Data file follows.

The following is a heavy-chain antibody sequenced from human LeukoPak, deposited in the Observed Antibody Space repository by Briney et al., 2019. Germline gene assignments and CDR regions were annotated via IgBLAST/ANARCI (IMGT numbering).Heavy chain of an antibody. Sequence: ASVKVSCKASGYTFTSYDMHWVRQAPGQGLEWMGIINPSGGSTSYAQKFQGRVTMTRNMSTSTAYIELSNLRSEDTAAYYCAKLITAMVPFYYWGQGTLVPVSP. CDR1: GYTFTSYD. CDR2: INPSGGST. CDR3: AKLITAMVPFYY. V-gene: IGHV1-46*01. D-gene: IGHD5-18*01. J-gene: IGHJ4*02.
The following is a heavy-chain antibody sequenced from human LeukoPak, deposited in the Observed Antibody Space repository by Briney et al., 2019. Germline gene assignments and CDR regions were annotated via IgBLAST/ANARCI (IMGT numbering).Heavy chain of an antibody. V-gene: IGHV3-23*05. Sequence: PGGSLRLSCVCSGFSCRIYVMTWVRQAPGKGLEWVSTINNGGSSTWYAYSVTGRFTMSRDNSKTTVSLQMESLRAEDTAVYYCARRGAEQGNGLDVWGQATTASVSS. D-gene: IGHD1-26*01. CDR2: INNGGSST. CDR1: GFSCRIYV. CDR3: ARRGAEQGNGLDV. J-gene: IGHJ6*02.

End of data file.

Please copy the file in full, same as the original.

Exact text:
The following is a heavy-chain antibody sequenced from human LeukoPak, deposited in the Observed Antibody Space repository by Briney et al., 2019. Germline gene assignments and CDR regions were annotated via IgBLAST/ANARCI (IMGT numbering).Heavy chain of an antibody. Sequence: ASVKVSCKASGYTFTSYDMHWVRQAPGQGLEWMGIINPSGGSTSYAQKFQGRVTMTRNMSTSTAYIELSNLRSEDTAAYYCAKLITAMVPFYYWGQGTLVPVSP. CDR1: GYTFTSYD. CDR2: INPSGGST. CDR3: AKLITAMVPFYY. V-gene: IGHV1-46*01. D-gene: IGHD5-18*01. J-gene: IGHJ4*02.
The following is a heavy-chain antibody sequenced from human LeukoPak, deposited in the Observed Antibody Space repository by Briney et al., 2019. Germline gene assignments and CDR regions were annotated via IgBLAST/ANARCI (IMGT numbering).Heavy chain of an antibody. V-gene: IGHV3-23*05. Sequence: PGGSLRLSCVCSGFSCRIYVMTWVRQAPGKGLEWVSTINNGGSSTWYAYSVTGRFTMSRDNSKTTVSLQMESLRAEDTAVYYCARRGAEQGNGLDVWGQATTASVSS. D-gene: IGHD1-26*01. CDR2: INNGGSST. CDR1: GFSCRIYV. CDR3: ARRGAEQGNGLDV. J-gene: IGHJ6*02.